Universally Designed PHYSICAL Workplace Features

  • All controls within the comfortable reach zone of between 24 inches (610 mm) and 48 inches (1220 mm) above the floor
  • Ample and secure storage for employee’s personal possessions within the comfort range of 24 inches (610 mm) and 48 inches (1220 mm) above the floor
  • At least one automated door to the building, preferably one closest to employee parking or public transportation
  • Counter heights for workstations should be adjustable to fit a work force with a wide range of statures and visual abilities
  • Cubicles and other devices to give individual workers some control over noise
  • Designated break areas that are quiet and comfortable, to allow workers a place to recover from work demands and socialize with others
  • Height adjustable work surface between 28 inches (715 mm) and 32 inches (815 mm), with frequently used items stored within 24 inches (610) and 48 inches (1220 mm) and within a 24 inch (710 mm) maximum of reach arch from the elbow
  • Sound absorbent materials on walls and floors to keep ambient noise levels as low as possible where background noise cannot be eliminated
  • Storage containers that provide the option of carrying, pushing, pulling, or rolling
  • Systems for employees to adjust light levels at their workspaces to best fit the requirements for their specific tasks, individual abilities, and preferences
  • Wheeled chair with adjustable height seat, reclining tilt function, lumbar support, adjustable arm rests, and a high back to support neck and head
  • Workstations situated so employees can communicate effectively with visual and/or verbal modes of communication
  • Workstations that accommodate both standing and seated positions, also referred to as “sit-stand” workstations used wherever possible

Source: WBDG Accessible Committee; Jordana L. Maisel, PhD and Molly Ranahan, PhD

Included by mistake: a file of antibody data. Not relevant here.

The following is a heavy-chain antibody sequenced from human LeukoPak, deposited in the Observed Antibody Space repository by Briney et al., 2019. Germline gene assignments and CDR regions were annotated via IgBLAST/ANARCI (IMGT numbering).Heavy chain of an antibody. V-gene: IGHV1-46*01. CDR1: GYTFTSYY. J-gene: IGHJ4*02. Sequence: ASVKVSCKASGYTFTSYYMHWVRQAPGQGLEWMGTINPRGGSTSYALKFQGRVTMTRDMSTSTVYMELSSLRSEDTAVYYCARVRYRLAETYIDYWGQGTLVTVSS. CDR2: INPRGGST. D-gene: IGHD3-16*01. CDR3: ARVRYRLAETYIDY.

The following features are examples of what was included in the design and construction of our new office space.

  • Clearances:
    • 1200 millimeters for secondary corridors
    • 2100 millimeters for primary corridors
    • 2100 millimeters of turning radius as a minimum in all office spaces (cubicles, focus rooms, meeting rooms, washrooms, kitchenette)
    • 850 millimeters as a minimum for doorways
  • Automatic doors with push columns for main entrance, two major meeting rooms, washrooms and emergency exit
  • Sliding door with a maximum of 22.2 newton for enclosed offices 
  • Light-emitting diode (LED) lighting system, colour tuning, intensity diming, and individual control at each workstation
  • Automatic blinds
  • Added multiple ventilation zones and controls throughout the general space, and separate thermostats in all enclosed offices
  • Visual and audible alarm system
  • Gender neutral washrooms and adult change table
  • Accessible specifications for washroom and kitchenette (counters, grab bars, automatic faucets, etc.)
  • Wi-Fi throughout the space to allow for flexibility of network and internet access everywhere
  • Sit-stand work surfaces throughout
  • Luxury Vinyl Tile (LVT) floor throughout the space to ease travel for wheelchair users
  • Identification/signage:
    • Different colors of LVT in enclosed rooms for visual identification purposes
    • Colored window films for enclosed rooms to allow visual identification and contrast
    • All signage include large font, tactile signs, pictogram and braille


CAN-ASC-1.1 Standard on employment: Public Review Draft

"This Standard envisions a work environment that is accessible, inclusive, barrier-free, and discrimination-free to all workers, regardless of their lived experience with disabilities. To achieve this vision, this Standard shows value in a combination of both systemic and person-centred approaches. During their employment journey, persons with disabilities encounter numerous barriers to accessibility and inclusion in the work environment. These include, but are not limited to: transitional barriers (barriers accessing the work environment); attitudinal barriers (differential treatment and - discrimination in the work environment); environmental barriers (barriers found within - the work environment); and, ensuring work environment safety for all workers.

Universal Design in the Workplace Information

Funded by the National Institute on Disability, Independent Living, and Rehabilitation Research (NIDILRR), and is part of the ADA National Network in the United States.

Accessibility Standards Canada offices: a model of accessibility

This video showcases Accessibility Standards Canada accessible features in their office.